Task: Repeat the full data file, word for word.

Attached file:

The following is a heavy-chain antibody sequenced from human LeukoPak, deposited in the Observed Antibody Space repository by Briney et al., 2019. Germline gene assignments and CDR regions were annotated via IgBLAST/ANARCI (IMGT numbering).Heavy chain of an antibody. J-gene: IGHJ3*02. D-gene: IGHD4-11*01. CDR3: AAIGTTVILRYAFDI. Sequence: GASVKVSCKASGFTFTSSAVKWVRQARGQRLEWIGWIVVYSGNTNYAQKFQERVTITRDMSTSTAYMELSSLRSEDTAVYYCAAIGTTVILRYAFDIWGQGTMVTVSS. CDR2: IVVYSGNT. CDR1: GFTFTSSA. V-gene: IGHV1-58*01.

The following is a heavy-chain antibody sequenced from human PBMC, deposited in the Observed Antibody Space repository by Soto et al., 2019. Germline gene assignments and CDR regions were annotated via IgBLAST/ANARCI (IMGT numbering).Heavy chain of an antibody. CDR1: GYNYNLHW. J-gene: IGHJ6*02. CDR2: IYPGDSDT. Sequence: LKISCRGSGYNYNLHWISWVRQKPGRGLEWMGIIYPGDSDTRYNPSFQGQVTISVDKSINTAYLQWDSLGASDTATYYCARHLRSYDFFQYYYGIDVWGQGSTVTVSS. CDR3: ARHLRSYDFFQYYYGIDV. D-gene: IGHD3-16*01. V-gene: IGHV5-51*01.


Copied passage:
The following is a heavy-chain antibody sequenced from human LeukoPak, deposited in the Observed Antibody Space repository by Briney et al., 2019. Germline gene assignments and CDR regions were annotated via IgBLAST/ANARCI (IMGT numbering).Heavy chain of an antibody. J-gene: IGHJ3*02. D-gene: IGHD4-11*01. CDR3: AAIGTTVILRYAFDI. Sequence: GASVKVSCKASGFTFTSSAVKWVRQARGQRLEWIGWIVVYSGNTNYAQKFQERVTITRDMSTSTAYMELSSLRSEDTAVYYCAAIGTTVILRYAFDIWGQGTMVTVSS. CDR2: IVVYSGNT. CDR1: GFTFTSSA. V-gene: IGHV1-58*01.

The following is a heavy-chain antibody sequenced from human PBMC, deposited in the Observed Antibody Space repository by Soto et al., 2019. Germline gene assignments and CDR regions were annotated via IgBLAST/ANARCI (IMGT numbering).Heavy chain of an antibody. CDR1: GYNYNLHW. J-gene: IGHJ6*02. CDR2: IYPGDSDT. Sequence: LKISCRGSGYNYNLHWISWVRQKPGRGLEWMGIIYPGDSDTRYNPSFQGQVTISVDKSINTAYLQWDSLGASDTATYYCARHLRSYDFFQYYYGIDVWGQGSTVTVSS. CDR3: ARHLRSYDFFQYYYGIDV. D-gene: IGHD3-16*01. V-gene: IGHV5-51*01.